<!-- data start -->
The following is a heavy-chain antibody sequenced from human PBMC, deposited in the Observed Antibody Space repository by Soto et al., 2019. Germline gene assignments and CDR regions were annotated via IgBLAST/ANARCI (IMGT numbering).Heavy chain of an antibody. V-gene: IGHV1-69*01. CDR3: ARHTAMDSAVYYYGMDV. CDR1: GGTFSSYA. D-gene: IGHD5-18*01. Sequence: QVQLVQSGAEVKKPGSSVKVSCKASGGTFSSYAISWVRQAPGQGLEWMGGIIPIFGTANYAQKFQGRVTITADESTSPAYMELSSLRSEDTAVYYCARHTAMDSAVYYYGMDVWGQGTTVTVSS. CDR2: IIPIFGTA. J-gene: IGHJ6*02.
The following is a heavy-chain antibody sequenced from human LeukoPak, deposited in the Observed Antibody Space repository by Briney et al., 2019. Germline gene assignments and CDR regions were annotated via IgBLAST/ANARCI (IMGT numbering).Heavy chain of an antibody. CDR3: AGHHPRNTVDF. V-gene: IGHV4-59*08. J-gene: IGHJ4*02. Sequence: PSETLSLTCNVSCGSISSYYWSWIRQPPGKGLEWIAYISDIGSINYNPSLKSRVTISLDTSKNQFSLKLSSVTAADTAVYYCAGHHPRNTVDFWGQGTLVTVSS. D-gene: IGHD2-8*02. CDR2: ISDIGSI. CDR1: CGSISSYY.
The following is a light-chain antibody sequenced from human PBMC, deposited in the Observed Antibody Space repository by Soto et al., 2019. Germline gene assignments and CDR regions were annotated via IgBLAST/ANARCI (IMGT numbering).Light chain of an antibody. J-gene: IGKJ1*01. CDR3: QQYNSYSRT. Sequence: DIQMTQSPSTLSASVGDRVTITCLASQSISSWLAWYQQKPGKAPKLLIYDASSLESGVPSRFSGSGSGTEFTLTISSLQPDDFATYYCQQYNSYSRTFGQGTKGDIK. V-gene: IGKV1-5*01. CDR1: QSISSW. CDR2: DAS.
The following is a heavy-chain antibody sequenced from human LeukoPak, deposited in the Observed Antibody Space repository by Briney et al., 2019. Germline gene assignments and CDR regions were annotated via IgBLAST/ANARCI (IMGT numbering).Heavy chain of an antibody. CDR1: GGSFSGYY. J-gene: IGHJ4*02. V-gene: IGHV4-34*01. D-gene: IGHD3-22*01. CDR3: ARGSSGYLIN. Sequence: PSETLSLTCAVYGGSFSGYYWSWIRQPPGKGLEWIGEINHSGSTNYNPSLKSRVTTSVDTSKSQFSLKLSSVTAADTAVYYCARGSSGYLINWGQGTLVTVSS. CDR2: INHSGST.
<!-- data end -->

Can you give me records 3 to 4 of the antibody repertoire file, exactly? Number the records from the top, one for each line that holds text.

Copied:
The following is a light-chain antibody sequenced from human PBMC, deposited in the Observed Antibody Space repository by Soto et al., 2019. Germline gene assignments and CDR regions were annotated via IgBLAST/ANARCI (IMGT numbering).Light chain of an antibody. J-gene: IGKJ1*01. CDR3: QQYNSYSRT. Sequence: DIQMTQSPSTLSASVGDRVTITCLASQSISSWLAWYQQKPGKAPKLLIYDASSLESGVPSRFSGSGSGTEFTLTISSLQPDDFATYYCQQYNSYSRTFGQGTKGDIK. V-gene: IGKV1-5*01. CDR1: QSISSW. CDR2: DAS.
The following is a heavy-chain antibody sequenced from human LeukoPak, deposited in the Observed Antibody Space repository by Briney et al., 2019. Germline gene assignments and CDR regions were annotated via IgBLAST/ANARCI (IMGT numbering).Heavy chain of an antibody. CDR1: GGSFSGYY. J-gene: IGHJ4*02. V-gene: IGHV4-34*01. D-gene: IGHD3-22*01. CDR3: ARGSSGYLIN. Sequence: PSETLSLTCAVYGGSFSGYYWSWIRQPPGKGLEWIGEINHSGSTNYNPSLKSRVTTSVDTSKSQFSLKLSSVTAADTAVYYCARGSSGYLINWGQGTLVTVSS. CDR2: INHSGST.